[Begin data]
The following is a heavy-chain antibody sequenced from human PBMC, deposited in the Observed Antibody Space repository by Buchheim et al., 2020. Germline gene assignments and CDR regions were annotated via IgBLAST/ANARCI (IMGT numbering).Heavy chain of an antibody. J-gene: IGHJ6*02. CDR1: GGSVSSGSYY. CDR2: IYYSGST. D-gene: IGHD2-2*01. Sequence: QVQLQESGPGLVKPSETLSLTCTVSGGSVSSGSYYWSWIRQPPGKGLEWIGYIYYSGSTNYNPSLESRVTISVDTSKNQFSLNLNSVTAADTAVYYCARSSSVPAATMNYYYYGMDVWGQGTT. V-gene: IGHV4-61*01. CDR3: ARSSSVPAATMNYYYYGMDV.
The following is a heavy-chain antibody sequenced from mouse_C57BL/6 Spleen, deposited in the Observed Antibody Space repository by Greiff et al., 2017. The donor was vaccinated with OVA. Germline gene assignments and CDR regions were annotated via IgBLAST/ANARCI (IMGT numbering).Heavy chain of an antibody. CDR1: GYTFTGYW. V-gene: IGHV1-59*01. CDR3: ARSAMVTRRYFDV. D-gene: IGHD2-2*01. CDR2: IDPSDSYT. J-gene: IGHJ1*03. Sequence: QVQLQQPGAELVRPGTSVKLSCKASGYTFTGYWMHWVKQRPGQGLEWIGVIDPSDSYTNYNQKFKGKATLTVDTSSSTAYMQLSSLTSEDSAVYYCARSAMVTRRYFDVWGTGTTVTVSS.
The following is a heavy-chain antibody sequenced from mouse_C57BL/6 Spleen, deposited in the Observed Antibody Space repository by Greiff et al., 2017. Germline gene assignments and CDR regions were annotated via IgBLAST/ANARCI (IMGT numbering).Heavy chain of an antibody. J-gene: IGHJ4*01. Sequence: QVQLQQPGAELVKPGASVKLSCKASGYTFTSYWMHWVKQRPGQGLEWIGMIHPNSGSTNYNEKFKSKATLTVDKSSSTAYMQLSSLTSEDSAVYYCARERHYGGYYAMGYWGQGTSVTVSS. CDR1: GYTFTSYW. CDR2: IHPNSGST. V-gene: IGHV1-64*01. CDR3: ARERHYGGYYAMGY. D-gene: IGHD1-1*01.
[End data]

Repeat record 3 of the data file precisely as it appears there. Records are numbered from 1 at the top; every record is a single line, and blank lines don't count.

The following is a heavy-chain antibody sequenced from mouse_C57BL/6 Spleen, deposited in the Observed Antibody Space repository by Greiff et al., 2017. Germline gene assignments and CDR regions were annotated via IgBLAST/ANARCI (IMGT numbering).Heavy chain of an antibody. J-gene: IGHJ4*01. Sequence: QVQLQQPGAELVKPGASVKLSCKASGYTFTSYWMHWVKQRPGQGLEWIGMIHPNSGSTNYNEKFKSKATLTVDKSSSTAYMQLSSLTSEDSAVYYCARERHYGGYYAMGYWGQGTSVTVSS. CDR1: GYTFTSYW. CDR2: IHPNSGST. V-gene: IGHV1-64*01. CDR3: ARERHYGGYYAMGY. D-gene: IGHD1-1*01.